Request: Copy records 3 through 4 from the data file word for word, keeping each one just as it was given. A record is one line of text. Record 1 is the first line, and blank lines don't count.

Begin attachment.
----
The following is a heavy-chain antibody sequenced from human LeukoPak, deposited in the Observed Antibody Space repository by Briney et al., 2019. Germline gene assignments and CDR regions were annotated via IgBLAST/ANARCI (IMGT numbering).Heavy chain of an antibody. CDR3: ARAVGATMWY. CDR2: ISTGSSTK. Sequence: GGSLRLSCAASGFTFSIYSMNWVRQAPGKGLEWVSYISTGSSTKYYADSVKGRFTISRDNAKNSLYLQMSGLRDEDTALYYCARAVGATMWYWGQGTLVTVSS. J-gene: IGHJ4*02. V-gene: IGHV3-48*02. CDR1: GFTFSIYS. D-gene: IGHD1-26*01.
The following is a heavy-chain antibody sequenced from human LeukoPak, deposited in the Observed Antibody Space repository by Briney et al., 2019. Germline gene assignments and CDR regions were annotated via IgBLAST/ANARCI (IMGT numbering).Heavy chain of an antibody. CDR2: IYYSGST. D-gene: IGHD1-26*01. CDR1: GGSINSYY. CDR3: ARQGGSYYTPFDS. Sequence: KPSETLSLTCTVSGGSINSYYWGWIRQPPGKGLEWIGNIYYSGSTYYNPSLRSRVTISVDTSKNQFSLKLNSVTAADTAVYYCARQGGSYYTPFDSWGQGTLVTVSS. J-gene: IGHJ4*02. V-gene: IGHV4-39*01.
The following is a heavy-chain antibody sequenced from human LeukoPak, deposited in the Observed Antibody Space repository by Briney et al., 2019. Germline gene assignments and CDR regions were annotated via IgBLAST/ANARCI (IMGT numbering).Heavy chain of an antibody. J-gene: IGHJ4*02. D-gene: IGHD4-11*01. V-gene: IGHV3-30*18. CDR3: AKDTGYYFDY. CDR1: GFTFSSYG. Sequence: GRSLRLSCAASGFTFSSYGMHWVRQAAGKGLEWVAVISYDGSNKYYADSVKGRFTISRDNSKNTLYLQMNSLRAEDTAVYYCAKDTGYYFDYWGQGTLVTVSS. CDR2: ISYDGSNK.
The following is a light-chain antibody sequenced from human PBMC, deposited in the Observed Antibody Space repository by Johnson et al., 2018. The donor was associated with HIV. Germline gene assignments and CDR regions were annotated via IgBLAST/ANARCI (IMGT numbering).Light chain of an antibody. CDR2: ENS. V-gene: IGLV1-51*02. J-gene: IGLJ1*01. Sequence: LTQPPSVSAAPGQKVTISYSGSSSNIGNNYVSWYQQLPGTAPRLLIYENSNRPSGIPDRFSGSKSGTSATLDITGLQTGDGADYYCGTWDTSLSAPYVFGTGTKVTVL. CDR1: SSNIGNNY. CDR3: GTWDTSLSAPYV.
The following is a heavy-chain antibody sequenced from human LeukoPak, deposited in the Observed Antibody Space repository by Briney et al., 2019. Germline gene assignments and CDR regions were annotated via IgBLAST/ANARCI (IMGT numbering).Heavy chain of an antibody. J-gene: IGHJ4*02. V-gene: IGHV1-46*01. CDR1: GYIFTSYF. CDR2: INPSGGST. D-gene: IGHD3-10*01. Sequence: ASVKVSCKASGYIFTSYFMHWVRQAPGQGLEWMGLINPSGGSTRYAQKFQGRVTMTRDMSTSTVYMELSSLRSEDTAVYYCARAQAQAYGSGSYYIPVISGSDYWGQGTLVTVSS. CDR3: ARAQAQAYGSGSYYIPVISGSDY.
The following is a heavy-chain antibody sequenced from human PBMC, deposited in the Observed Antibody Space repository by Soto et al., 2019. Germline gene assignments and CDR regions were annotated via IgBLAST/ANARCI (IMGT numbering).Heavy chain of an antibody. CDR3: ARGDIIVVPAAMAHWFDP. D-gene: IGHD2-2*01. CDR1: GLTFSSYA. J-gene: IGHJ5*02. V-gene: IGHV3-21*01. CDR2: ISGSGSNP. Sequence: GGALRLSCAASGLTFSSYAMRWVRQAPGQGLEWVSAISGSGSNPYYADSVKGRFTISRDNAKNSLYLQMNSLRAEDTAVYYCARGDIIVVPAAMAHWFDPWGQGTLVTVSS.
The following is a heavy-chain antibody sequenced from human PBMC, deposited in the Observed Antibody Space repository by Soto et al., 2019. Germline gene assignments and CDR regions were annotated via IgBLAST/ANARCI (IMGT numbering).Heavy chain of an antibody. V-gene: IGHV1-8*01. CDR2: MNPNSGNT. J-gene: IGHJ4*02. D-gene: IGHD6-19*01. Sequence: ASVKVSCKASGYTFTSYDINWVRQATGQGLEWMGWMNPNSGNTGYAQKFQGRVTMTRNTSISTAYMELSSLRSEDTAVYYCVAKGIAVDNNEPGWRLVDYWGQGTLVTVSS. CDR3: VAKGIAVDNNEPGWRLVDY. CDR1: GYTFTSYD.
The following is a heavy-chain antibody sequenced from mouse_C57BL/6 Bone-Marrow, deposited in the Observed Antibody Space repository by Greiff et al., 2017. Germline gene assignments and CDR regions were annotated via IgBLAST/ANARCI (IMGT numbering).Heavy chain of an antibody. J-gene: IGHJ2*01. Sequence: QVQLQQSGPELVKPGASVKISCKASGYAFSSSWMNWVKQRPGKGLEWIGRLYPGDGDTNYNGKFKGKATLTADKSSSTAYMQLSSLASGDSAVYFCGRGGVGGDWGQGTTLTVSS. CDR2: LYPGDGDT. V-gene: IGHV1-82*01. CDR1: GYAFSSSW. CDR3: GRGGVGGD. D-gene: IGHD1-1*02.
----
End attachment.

The following is a heavy-chain antibody sequenced from human LeukoPak, deposited in the Observed Antibody Space repository by Briney et al., 2019. Germline gene assignments and CDR regions were annotated via IgBLAST/ANARCI (IMGT numbering).Heavy chain of an antibody. J-gene: IGHJ4*02. D-gene: IGHD4-11*01. V-gene: IGHV3-30*18. CDR3: AKDTGYYFDY. CDR1: GFTFSSYG. Sequence: GRSLRLSCAASGFTFSSYGMHWVRQAAGKGLEWVAVISYDGSNKYYADSVKGRFTISRDNSKNTLYLQMNSLRAEDTAVYYCAKDTGYYFDYWGQGTLVTVSS. CDR2: ISYDGSNK.
The following is a light-chain antibody sequenced from human PBMC, deposited in the Observed Antibody Space repository by Johnson et al., 2018. The donor was associated with HIV. Germline gene assignments and CDR regions were annotated via IgBLAST/ANARCI (IMGT numbering).Light chain of an antibody. CDR2: ENS. V-gene: IGLV1-51*02. J-gene: IGLJ1*01. Sequence: LTQPPSVSAAPGQKVTISYSGSSSNIGNNYVSWYQQLPGTAPRLLIYENSNRPSGIPDRFSGSKSGTSATLDITGLQTGDGADYYCGTWDTSLSAPYVFGTGTKVTVL. CDR1: SSNIGNNY. CDR3: GTWDTSLSAPYV.